Amuses me sometimes when someone writes "its never been stocked," and I mentally add "since the first time." You can guarantee our Victorian fly fisherman didn't keep any records. The upside of this is, of course, that some of those waters have often gone on to produce trout that are genetically distinct and are perfectly adapted to their local environment. A case of the Law of Unintended Consequences.

So, it is very likely that you have fished a stocked water, It's just that it happened a long time ago.

Many consider that stocked rainbow fisheries are very much the poor relations. Not proper fly fishing which is a load of tosh. Trout, whether brown or rainbow, are biologically programmed to do 3 things - eat, swim and bonk and in general they do all three quite well. They have the equipment to enable them to do the first, and there is also equipment that helps them to evade danger. They aren't quite as good at that as the majority of any individual's cohort snuffs it before they can do the third, and quite a few peg out after getting their fins over.

Recently stocked fish of both species can be very easy to catch, but they soon wise up and refuse that glittery dogsbollox that whips past their noses. As I know from a lot of experience, "wild" trout and especially those that seldom see an angler can also be very easy fish to catch.

One thing is sure, a grown on rainbow in a reservoir will knot the spots off a brown trout of similar size in the fighting stakes. The rainbow is all fireworks whereas the brown slugs it out down deep. I enjoy catching them both and am looking forward to the beginning of April when I can get to Farmoor and swing a team of buzzers.
Im sure your right. Pherhaps I should have said I've never fished a stocked rainbow reservoir.. Pherhaps one day I will try..
 

bobmiddlepoint

Well-known member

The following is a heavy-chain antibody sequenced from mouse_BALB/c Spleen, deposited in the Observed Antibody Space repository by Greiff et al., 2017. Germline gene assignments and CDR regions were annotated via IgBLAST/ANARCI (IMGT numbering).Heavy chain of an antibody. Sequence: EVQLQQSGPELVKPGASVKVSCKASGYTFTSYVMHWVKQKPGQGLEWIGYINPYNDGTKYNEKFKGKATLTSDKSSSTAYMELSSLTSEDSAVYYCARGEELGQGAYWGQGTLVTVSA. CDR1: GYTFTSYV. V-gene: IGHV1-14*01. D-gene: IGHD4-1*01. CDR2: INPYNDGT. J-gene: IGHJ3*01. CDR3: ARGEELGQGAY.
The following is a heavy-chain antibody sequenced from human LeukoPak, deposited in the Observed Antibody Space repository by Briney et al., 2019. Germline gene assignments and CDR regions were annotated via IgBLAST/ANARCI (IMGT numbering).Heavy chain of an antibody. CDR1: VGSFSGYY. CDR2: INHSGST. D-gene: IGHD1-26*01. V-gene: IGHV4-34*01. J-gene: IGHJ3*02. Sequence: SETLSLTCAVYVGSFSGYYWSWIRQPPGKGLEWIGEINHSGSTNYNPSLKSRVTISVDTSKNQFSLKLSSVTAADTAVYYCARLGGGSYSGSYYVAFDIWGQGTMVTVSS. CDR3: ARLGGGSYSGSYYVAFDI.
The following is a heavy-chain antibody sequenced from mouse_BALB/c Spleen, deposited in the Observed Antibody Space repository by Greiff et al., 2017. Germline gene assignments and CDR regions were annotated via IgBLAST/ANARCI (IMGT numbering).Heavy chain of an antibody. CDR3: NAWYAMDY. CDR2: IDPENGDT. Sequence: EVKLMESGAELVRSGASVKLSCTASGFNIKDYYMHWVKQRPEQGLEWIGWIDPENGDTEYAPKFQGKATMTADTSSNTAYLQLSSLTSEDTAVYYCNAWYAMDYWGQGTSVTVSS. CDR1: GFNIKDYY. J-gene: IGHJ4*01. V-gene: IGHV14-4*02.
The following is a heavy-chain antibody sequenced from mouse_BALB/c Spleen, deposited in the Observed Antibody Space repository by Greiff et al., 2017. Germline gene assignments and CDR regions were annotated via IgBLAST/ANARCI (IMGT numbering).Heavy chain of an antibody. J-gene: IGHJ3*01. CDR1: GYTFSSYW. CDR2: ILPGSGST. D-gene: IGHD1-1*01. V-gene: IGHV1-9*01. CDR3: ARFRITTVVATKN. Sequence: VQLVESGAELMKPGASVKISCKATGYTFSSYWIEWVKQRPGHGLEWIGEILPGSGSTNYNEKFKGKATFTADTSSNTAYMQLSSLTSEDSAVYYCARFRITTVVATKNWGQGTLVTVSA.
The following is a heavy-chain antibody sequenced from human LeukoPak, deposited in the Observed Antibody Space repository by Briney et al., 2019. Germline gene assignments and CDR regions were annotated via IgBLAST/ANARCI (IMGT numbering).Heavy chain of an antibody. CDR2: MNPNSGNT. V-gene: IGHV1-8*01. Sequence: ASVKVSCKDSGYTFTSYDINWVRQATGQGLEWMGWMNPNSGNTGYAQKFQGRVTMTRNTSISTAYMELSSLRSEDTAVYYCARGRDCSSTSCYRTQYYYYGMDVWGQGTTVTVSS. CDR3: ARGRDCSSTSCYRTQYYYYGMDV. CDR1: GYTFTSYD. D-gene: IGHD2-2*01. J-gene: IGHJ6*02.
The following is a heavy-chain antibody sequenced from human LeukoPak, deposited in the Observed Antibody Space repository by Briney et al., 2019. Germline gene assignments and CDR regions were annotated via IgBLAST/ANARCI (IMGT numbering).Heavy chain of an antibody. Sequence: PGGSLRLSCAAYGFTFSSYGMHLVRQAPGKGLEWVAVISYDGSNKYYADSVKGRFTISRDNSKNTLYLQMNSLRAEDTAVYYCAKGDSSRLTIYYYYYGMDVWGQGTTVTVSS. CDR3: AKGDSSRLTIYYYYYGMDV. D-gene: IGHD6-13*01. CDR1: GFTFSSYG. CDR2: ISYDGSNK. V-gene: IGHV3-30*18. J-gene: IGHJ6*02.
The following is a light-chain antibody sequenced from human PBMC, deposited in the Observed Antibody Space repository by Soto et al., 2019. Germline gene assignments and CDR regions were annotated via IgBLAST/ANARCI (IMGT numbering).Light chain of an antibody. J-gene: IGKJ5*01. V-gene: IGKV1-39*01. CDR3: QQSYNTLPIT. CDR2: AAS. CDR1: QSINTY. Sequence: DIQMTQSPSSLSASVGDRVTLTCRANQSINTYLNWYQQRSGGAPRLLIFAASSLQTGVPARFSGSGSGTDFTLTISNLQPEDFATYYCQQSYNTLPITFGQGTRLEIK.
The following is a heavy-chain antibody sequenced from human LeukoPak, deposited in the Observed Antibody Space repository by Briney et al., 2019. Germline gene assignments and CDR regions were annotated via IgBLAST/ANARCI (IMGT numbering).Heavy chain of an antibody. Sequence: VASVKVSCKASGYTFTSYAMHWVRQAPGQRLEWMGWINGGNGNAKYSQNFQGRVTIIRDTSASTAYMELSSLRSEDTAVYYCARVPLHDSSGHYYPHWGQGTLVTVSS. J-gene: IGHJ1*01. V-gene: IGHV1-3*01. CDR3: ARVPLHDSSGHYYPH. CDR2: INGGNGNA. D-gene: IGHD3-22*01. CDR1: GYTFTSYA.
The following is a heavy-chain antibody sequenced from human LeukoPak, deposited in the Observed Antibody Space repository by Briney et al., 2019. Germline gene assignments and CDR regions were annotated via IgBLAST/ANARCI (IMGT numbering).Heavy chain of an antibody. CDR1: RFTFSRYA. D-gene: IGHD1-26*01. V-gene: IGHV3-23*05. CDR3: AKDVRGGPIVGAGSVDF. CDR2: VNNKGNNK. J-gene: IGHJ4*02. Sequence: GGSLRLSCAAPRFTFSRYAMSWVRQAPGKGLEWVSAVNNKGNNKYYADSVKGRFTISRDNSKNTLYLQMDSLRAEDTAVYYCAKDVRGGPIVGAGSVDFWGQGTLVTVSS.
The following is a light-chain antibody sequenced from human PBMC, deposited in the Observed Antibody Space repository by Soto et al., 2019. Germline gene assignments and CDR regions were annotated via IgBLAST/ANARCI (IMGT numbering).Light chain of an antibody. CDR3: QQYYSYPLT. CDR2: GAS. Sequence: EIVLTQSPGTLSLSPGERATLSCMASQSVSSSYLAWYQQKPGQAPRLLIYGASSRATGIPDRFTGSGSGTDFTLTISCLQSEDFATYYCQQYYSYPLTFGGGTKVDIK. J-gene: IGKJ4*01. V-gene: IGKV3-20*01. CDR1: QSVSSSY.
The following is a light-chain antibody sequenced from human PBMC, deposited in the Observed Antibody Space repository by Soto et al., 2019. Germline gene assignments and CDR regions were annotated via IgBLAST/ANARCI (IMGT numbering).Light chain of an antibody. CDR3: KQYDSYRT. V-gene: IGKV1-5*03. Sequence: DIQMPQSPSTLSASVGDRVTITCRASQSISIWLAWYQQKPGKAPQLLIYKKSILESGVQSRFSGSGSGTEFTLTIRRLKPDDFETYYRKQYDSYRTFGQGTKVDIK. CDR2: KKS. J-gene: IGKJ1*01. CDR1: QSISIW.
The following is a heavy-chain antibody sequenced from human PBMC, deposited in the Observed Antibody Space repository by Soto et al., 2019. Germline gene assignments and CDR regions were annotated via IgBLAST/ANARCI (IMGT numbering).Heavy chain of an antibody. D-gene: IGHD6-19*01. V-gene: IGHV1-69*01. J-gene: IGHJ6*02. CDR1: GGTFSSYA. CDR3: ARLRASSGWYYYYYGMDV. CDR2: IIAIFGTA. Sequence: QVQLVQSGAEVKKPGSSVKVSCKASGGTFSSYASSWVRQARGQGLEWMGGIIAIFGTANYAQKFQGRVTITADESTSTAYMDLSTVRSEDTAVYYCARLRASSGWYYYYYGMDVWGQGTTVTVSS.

Joined
Sep 28, 2017
Messages
2,960
Location
Where I want to be
One thing is sure, a grown on rainbow in a reservoir will knot the spots off a brown trout of similar size in the fighting stakes. The rainbow is all fireworks whereas the brown slugs it out down deep.

You need to experience a brown trout hooked in a shallow loch!
On Uist the trout of the machair lochs or East Bee will run as fast as any rainbow and give you a few jumps too.

Then you have sea trout which are only brown trout that have had a good feed in the sea. They can match any rainbow.

Andy
 
D

Deleted member 90002

Guest
You need to experience a brown trout hooked in a shallow loch!
On Uist the trout of the machair lochs or East Bee will run as fast as any rainbow and give you a few jumps too.

Then you have sea trout which are only brown trout that have had a good feed in the sea. They can match any rainbow.

Andy
Have you caught a rainbow Andy..?
 

BobP

Well-known member
Joined
Oct 28, 2007
Messages
9,188
Location
Wiltshire
You need to experience a brown trout hooked in a shallow loch!
On Uist the trout of the machair lochs or East Bee will run as fast as any rainbow and give you a few jumps too.

Then you have sea trout which are only brown trout that have had a good feed in the sea. They can match any rainbow.

Andy
I've caught both and I'd still put my money on the rainbow. Sea trout are good. Very acrobatic and it's well spooky catching them at night, but for putting distance between them and me the rainbow gets the coconut.
 
D

Deleted member 90002

Guest
I've caught both and I'd still put my money on the rainbow. Sea trout are good. Very acrobatic and it's well spooky catching them at night, but for putting distance between them and me the rainbow gets the coconut.
I hope to one day spend a day chasing rainbows and look forward to the take of a life time..
 

Latest posts

Top